Researchers complete the first epigenome in Europe

May 30, 2012

A study led by Manel Esteller, director of the Epigenetics and Cancer Biology Program at the Bellvitge Biomedical Research Institute (IDIBELL), professor of genetics at the University of Barcelona and ICREA researcher, has completed the first epigenome in Europe. The finding is published in the latest issue of the international scientific journal Epigenetics.

The genome of all cells in the human body is the same for all of them, regardless their aspect and functions. Therefore, genome cannot fully explain the activity of tissues and organs and their disorders in complex diseases like cancer. It takes a further explanation. Part of this explanation is provided by epigenetics, a field of biology that studies the activity of DNA that does not involve changes in its sequence. That is, if genetics is the alphabet, epigenetics is the spelling that guides the activity of our cells.

Methylation

Epigenetics refers to in our and proteins that regulate it. The best-known epigenetic mark is the methylation, the addition of a methyl chemical group (-CH3) in our DNA. The epigenome consists of all the epigenetic marks of a living being.

The authors of the study have completed the for all brands of methylation of DNA from of two girls: a healthy one and a patient suffering from a called Immunodeficiency, Centromere instability and Facial anomalies syndrome (ICF). This disease is caused by a mutation in a gene that causes the addition of a methyl chemical group in its DNA.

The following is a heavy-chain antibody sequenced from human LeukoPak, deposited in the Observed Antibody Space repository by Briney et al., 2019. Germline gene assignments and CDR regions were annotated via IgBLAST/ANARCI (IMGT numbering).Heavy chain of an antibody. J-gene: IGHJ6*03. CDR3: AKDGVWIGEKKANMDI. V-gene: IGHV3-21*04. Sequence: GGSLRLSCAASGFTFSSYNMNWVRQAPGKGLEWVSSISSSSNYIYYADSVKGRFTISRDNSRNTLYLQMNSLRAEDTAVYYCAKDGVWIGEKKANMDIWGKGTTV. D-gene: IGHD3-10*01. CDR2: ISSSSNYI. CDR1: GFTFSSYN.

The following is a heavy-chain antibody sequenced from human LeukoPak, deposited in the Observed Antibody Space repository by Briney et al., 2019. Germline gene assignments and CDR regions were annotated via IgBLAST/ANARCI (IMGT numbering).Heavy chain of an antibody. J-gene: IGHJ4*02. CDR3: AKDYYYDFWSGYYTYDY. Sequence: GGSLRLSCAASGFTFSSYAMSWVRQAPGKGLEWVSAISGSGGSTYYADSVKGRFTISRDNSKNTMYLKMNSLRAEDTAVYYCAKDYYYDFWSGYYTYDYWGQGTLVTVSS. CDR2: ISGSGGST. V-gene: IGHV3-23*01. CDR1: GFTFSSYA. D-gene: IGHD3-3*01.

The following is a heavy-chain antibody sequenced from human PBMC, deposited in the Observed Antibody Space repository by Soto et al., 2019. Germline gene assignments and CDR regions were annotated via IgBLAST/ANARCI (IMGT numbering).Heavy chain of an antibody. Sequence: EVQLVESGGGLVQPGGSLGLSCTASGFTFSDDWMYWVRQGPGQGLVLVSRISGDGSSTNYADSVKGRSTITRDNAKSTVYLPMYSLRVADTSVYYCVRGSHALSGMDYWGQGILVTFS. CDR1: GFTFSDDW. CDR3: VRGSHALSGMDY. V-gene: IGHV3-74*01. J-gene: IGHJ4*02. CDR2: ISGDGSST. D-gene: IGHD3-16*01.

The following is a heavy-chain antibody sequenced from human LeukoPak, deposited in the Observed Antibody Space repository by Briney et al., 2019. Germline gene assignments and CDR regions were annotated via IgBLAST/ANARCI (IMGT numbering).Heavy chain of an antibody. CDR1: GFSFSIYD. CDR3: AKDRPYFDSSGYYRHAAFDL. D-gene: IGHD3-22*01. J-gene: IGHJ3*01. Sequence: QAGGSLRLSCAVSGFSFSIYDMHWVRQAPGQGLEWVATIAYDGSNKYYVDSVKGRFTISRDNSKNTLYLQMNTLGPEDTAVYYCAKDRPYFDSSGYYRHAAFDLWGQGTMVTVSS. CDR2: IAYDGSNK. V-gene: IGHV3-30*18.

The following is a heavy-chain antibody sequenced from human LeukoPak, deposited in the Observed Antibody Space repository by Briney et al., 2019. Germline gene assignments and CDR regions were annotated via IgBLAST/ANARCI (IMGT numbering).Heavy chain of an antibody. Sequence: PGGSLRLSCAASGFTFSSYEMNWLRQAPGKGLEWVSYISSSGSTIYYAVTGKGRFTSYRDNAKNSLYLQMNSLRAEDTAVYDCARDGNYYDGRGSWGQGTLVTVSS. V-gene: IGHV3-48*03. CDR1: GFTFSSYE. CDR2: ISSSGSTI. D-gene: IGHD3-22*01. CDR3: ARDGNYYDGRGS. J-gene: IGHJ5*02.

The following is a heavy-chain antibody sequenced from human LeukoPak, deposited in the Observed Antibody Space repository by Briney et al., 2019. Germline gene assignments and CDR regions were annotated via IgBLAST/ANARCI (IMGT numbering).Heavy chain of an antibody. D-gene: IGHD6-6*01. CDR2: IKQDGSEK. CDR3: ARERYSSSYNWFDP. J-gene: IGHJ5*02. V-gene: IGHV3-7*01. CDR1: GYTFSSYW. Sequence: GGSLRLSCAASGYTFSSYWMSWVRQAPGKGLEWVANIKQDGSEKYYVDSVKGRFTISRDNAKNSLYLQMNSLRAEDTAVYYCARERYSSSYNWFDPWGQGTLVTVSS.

The analysis performed by the researchers reveals that the patient has an epigenomic defect that causes fragility of chromosomes, which thus can easily be broken. In addition, the study shows that the patient has a wrong epigenetic control of many genes related to the response against infection, which causes a severe .

The study coordinator, Manel Esteller, emphasizes that due to this study, "we now know what happens in this type of rare diseases and we can start thinking about strategies for new treatments based on this knowledge."

Dr. Esteller is an international leader in the field of epigenetics. His work has been crucial to show that all human tumours have in common a specific chemical alteration: the hypermethylation of tumour suppressor genes. Since 2008 is the director of the Epigenetics and Cancer Biology Program at IDIBELL.

Explore further: Researchers characterize epigenetic fingerprint of 1,628 people

More information: Heyn H, Vidal E, Sayols S, Sanchez-Mut JV, Moran S, Medina I, Sandoval J, Simó-Riudalbas L, Szczesna K, Huertas D, Gatto S, Matarazzo MR, Dopazo J, Esteller M. Whole-genome bisulfite DNA sequencing of a DNMT3B mutant patient. Epigenetics, June 1, 2012.

Related Stories

Researchers characterize epigenetic fingerprint of 1,628 people

June 2, 2011
Until a decade, it was believed that differences between people were due solely to the existence of genetic changes, which are alterations in the sequence of our genes. The discoveries made during these last ten years show ...